The best mountain bike helmets might be available in a dazzling array of colors, but they aren’t a fashion accessory. Although the helmet sits with comfortable latency for most of its riding life, when you need it to work the functionality is often a question of life and death.
For many riders, appearance is paramount. When considering a new helmet, the initial selection might be significantly influenced by color and shape. A logical next step is to try it on and feel if the padding is comfortable and securing clips intuitive to use.
Beyond the tactile experience when looking and trying on helmets at a bike shop, riders will pour over data, to guide their decision.
How much does it weigh? How many vent ports are there for cooling? Can I save more watts with reduced aerodynamic drag by choosing this helmet over another? Does it have an action camera mount?
Despite the strong purchase impulse that helmet styling and color triggers, the most important design features are often accidentally ignored.
Core helmet safety pivots on a principle of energy dissipation. Once you have lost control of your bike, the helmet’s function is to reduce injury during impact. It is your last line of defense when things go awry on a ride and you separate from the bike, or it loses all stability and crashes with you desperately hanging onto the handlebars as a passenger.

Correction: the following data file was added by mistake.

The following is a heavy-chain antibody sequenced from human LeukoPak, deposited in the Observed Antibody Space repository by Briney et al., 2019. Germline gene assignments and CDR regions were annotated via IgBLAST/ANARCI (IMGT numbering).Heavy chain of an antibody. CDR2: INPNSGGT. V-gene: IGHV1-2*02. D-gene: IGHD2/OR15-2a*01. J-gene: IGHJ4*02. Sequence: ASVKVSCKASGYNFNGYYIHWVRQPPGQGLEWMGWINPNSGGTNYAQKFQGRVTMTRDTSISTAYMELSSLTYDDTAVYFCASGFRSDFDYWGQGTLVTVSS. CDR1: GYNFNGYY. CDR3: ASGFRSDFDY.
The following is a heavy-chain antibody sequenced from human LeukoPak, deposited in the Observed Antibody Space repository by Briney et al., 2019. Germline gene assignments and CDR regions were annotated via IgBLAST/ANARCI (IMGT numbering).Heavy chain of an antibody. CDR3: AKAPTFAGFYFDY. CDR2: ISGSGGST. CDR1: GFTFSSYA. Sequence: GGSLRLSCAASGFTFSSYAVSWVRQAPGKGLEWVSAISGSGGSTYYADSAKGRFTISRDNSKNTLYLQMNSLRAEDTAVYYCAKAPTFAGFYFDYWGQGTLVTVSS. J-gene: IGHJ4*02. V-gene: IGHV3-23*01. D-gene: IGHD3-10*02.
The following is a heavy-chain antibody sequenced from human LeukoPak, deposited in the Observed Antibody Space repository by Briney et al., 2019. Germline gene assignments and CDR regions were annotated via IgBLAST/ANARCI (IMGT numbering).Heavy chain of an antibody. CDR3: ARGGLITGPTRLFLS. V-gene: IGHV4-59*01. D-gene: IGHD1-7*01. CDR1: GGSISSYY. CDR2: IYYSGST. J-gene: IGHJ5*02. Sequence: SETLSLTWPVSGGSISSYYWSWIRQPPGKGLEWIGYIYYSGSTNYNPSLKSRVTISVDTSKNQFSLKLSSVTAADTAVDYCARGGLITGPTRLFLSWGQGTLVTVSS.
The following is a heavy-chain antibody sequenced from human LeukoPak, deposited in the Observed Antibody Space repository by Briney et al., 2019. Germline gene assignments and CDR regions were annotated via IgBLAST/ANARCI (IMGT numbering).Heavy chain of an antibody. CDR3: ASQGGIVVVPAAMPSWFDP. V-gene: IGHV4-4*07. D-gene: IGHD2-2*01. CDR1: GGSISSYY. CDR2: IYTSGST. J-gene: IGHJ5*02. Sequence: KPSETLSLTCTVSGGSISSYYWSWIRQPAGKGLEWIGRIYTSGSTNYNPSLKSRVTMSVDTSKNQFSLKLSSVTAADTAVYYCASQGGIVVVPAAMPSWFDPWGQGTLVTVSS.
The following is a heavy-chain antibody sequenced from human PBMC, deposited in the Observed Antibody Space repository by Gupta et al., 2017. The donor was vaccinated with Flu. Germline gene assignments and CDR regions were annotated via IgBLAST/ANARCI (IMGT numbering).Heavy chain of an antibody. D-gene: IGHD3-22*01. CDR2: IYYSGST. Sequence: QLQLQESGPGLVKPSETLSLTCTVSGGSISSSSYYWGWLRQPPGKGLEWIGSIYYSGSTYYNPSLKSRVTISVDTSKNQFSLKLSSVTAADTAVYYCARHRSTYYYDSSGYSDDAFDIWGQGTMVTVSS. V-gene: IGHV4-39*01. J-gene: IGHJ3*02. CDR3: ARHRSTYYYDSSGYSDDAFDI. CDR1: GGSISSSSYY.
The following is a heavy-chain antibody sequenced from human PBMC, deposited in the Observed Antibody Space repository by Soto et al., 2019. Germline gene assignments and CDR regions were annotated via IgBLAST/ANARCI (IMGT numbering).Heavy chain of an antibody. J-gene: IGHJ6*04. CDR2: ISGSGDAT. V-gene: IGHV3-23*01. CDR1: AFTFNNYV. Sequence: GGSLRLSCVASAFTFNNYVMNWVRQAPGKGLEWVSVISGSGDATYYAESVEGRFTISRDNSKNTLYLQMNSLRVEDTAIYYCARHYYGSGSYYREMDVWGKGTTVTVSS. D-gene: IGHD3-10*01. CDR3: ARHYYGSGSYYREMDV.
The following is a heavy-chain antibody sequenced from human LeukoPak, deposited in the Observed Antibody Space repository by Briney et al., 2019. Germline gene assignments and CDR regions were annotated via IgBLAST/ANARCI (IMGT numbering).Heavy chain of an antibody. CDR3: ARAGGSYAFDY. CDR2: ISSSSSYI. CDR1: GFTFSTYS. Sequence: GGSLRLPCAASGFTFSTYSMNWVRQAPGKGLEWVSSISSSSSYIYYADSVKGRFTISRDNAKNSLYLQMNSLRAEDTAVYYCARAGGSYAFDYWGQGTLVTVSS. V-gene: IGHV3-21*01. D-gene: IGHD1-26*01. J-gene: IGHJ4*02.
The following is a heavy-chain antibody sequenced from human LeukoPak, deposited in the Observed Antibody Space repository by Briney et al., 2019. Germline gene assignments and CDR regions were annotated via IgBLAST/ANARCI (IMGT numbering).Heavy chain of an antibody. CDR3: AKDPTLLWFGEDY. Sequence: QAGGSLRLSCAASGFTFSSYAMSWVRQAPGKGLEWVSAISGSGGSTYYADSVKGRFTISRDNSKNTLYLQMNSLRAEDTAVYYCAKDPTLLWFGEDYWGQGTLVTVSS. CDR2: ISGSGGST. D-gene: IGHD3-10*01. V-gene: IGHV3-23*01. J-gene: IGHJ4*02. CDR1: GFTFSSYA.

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Moving beyond foam impact technology
For decades, the best mountain bike helmets simply used different foam densities to absorb energy in an impact. It is important to remember that any helmet is a single-use piece of crash safety equipment. Once it has saved you, it should be retired and replaced.
Some crashes might meaningfully deform your helmet’s structure, making it obviously unusable. But the fact that a helmet might only trace a few cosmetic scratches after a big crash, doesn’t mean it is okay to use anymore.
The structural design of a helmet has remained remarkably stable over the years. Expanded polystyrene foam (EPS) is still the material of choice, delivering low mass and credible impact energy dissipation. But there has been a notable safety technology trend, with cycling helmets over the last decade.
If you are helmet shopping you’ll almost certainly encounter the MIPS acronym, which reads out as Multi-directional Impact Protection System. The work of Swedish neurologists, MIPS has changed the way helmet designers think about impact safety and rider concussions.
Although blunt-force trauma is what most cyclists worry about when imagining an accident where their helmet is called into use, concussions are the ghosting injury. You can crash and suffer no immediate surface bleeding, scarring or external swelling of the head but the concussive damage to your brain could be significant.
The biomechanics that makes MIPS important, is all about rotational impact and slip planes. Those Swedish medical researchers who created and matured the MIPS technology analyzed a great deal of source data and found that riders often impact the terrain surface at an awkward angle.
Instances of going over the bars and landing directly on your helmet, in an inverted position, are exceedingly rare. And this made medical engineers at MIPS think differently about helmet crash dynamics.
In mountain biking, with its narrow singletrack trails with roots, rocks and all manner of other natural features frame your route, the complexity of crashing is massive. As is the likelihood of coming off your bike, at a weird angle, where forces come into play.
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Slowing down the impact on your brain